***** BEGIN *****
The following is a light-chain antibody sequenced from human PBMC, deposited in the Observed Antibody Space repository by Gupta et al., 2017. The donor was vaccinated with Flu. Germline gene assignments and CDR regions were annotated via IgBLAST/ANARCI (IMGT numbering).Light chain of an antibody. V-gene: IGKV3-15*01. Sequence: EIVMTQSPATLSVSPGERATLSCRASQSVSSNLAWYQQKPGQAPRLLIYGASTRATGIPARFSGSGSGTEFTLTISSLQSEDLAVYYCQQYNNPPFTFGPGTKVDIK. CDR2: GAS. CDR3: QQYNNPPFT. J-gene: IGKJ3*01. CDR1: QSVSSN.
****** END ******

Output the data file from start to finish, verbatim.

The following is a light-chain antibody sequenced from human PBMC, deposited in the Observed Antibody Space repository by Gupta et al., 2017. The donor was vaccinated with Flu. Germline gene assignments and CDR regions were annotated via IgBLAST/ANARCI (IMGT numbering).Light chain of an antibody. V-gene: IGKV3-15*01. Sequence: EIVMTQSPATLSVSPGERATLSCRASQSVSSNLAWYQQKPGQAPRLLIYGASTRATGIPARFSGSGSGTEFTLTISSLQSEDLAVYYCQQYNNPPFTFGPGTKVDIK. CDR2: GAS. CDR3: QQYNNPPFT. J-gene: IGKJ3*01. CDR1: QSVSSN.